Vic: No, I wouldn't. Curtains don't go down on careers that dramatically. I will say, however, that if the Titans beat the Colts on Monday night, the Colts' run of AFC South titles will have ended. This is it for the Colts. This is a must-win game. To win a sixth consecutive division title, in my opinion, the Colts must beat the Titans. I think there's more, too. With games ahead at Pittsburgh, at San Diego, at Cleveland and at Jacksonville, a loss in Nashville on Monday would cast serious doubt on whether the Colts would make the playoffs at all.

Jonathan from Olympia, WA:
If the league wants to reduce the vicious hits, take away the helmets and shoulder pads.

Vic: Leave the helmets and shoulder pads on. All you have to do is take off the facemasks. That would change everything.

Greg from Merritt Island, FL:
How do you figure that Kellen Winslow's absence will "galvanize" the Browns. Sure, he's a problem off the field, but he's still their biggest playmaker (other than Braylon Edwards) on the field.

Vic: I think I explained myself. I see him as a distraction. I see Winslow and his body language as an irritant. Team chemistry is very, very important. I think he damages it and the Browns might want to make a statement along those lines.

Tim from Jacksonville:
The Jaguars recently announced AFC three packs. I know they are trying to sell the remaining tickets but I think it goes back to the root of why so many Steelers fans were at the game a couple of weeks ago. When is management going to stop providing incentive for people to buy only a few tickets a year?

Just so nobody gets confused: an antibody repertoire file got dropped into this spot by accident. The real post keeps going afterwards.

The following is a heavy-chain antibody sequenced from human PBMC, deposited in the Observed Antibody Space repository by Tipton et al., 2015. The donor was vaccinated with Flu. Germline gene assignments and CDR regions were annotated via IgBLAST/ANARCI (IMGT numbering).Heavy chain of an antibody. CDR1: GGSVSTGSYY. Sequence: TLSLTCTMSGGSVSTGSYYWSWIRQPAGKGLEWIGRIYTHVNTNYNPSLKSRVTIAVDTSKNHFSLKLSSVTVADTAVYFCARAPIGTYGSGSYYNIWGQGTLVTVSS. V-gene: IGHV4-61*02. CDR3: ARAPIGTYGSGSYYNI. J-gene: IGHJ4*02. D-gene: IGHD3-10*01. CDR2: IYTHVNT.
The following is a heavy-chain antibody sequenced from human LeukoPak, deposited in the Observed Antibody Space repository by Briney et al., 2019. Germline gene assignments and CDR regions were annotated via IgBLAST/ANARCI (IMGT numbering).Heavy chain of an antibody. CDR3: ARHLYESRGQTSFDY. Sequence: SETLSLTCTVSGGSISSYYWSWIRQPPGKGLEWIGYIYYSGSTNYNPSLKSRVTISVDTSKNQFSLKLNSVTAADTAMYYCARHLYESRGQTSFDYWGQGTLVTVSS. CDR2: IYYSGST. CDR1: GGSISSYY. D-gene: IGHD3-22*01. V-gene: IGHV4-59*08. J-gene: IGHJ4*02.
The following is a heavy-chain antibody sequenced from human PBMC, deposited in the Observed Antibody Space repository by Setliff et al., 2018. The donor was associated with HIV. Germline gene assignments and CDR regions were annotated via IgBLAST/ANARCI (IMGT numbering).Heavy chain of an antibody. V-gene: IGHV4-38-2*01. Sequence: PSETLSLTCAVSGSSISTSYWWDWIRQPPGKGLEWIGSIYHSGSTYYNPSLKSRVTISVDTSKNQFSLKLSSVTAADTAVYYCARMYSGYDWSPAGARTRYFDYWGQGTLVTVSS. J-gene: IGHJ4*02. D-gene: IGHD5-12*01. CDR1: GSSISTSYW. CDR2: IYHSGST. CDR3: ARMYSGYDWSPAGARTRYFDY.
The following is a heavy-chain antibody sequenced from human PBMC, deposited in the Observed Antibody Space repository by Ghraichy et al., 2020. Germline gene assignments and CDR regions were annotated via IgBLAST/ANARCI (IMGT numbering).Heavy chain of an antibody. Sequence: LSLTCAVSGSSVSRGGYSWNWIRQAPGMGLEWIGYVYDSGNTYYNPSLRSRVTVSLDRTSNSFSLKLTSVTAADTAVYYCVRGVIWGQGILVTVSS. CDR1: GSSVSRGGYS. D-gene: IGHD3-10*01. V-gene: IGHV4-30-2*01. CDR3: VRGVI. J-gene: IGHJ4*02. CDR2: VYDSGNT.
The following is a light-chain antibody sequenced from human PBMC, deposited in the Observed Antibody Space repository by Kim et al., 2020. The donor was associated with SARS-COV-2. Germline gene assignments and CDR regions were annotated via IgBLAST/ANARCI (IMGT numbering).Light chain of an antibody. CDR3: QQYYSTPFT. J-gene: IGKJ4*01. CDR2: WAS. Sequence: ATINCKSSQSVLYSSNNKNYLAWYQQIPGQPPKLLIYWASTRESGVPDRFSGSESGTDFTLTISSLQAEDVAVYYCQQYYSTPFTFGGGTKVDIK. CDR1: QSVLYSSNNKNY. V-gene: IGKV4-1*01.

Vic: Tim, they have to sell the tickets. In a perfect world, all of the tickets would've been sold on a season-ticket basis, but they weren't so that left the marketing department with the chore of having to sell those tickets in other manners. The real question here is: When is Jacksonville going to sell out this stadium on a season-ticket basis? I thought this would be the year. I thought the tickets would be gone by Memorial Day. There was such a buzz about this team after last season that I thought the Jaguars would finally have a truly hot ticket. I'm stunned that it didn't happen. Please, don't send me e-mails now telling me that the dog ate your ticket money or any of that other "Queen for a Day" stuff. Yeah, I know, times are tough and I don't expect anyone to deny their family dinner so they all have Jaguars tickets, but I'm still stunned that we're nearly halfway through this season and tickets are still available. The marketing department has done a fantastic job. Without the level of aggressiveness the Jaguars have shown in attempting to sell tickets, I shudder to think what attendance would be like. How many teams in the league have a "Champions Club?" Did you see the rating "The Jack" and the Jaguars got in the "Sports Illustrated" stadium rankings? It was fifth in the league, right? It's the best stadium in the league for access. The Jaguars have one of the league's most affordable tickets. They've got cheerleaders and a mascot and a drum line and every home game this season has gone right down to the wire. They have a coach who goes for it on fourth down all over the field. Has one drop of rain fallen yet this season? I apologize if this offends people. I'm just disappointed.